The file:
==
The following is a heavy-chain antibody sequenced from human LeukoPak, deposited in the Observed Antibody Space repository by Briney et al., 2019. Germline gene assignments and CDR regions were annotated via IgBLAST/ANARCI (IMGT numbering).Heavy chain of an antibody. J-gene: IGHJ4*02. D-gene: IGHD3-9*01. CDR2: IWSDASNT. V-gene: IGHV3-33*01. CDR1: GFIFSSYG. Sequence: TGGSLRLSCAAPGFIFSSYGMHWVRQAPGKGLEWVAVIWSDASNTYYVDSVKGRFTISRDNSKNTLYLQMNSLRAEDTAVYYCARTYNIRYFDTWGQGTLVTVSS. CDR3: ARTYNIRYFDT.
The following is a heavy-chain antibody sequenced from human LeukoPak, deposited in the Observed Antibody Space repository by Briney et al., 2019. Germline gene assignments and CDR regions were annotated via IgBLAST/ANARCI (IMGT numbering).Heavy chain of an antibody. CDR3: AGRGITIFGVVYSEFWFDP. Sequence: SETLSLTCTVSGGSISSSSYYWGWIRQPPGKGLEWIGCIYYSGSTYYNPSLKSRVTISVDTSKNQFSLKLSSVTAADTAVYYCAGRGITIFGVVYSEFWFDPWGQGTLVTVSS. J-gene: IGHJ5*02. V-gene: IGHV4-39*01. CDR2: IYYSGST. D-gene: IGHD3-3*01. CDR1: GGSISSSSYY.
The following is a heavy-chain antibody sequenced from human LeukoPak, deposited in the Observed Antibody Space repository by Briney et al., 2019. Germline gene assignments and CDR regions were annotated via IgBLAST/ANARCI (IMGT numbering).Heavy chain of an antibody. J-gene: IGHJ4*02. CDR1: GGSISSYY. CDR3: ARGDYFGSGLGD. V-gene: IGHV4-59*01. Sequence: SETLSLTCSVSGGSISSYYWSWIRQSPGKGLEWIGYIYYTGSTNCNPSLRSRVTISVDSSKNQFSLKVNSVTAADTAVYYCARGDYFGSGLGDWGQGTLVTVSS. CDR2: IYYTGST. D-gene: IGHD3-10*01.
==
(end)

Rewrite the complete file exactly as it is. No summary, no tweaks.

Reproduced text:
The following is a heavy-chain antibody sequenced from human LeukoPak, deposited in the Observed Antibody Space repository by Briney et al., 2019. Germline gene assignments and CDR regions were annotated via IgBLAST/ANARCI (IMGT numbering).Heavy chain of an antibody. J-gene: IGHJ4*02. D-gene: IGHD3-9*01. CDR2: IWSDASNT. V-gene: IGHV3-33*01. CDR1: GFIFSSYG. Sequence: TGGSLRLSCAAPGFIFSSYGMHWVRQAPGKGLEWVAVIWSDASNTYYVDSVKGRFTISRDNSKNTLYLQMNSLRAEDTAVYYCARTYNIRYFDTWGQGTLVTVSS. CDR3: ARTYNIRYFDT.
The following is a heavy-chain antibody sequenced from human LeukoPak, deposited in the Observed Antibody Space repository by Briney et al., 2019. Germline gene assignments and CDR regions were annotated via IgBLAST/ANARCI (IMGT numbering).Heavy chain of an antibody. CDR3: AGRGITIFGVVYSEFWFDP. Sequence: SETLSLTCTVSGGSISSSSYYWGWIRQPPGKGLEWIGCIYYSGSTYYNPSLKSRVTISVDTSKNQFSLKLSSVTAADTAVYYCAGRGITIFGVVYSEFWFDPWGQGTLVTVSS. J-gene: IGHJ5*02. V-gene: IGHV4-39*01. CDR2: IYYSGST. D-gene: IGHD3-3*01. CDR1: GGSISSSSYY.
The following is a heavy-chain antibody sequenced from human LeukoPak, deposited in the Observed Antibody Space repository by Briney et al., 2019. Germline gene assignments and CDR regions were annotated via IgBLAST/ANARCI (IMGT numbering).Heavy chain of an antibody. J-gene: IGHJ4*02. CDR1: GGSISSYY. CDR3: ARGDYFGSGLGD. V-gene: IGHV4-59*01. Sequence: SETLSLTCSVSGGSISSYYWSWIRQSPGKGLEWIGYIYYTGSTNCNPSLRSRVTISVDSSKNQFSLKVNSVTAADTAVYYCARGDYFGSGLGDWGQGTLVTVSS. CDR2: IYYTGST. D-gene: IGHD3-10*01.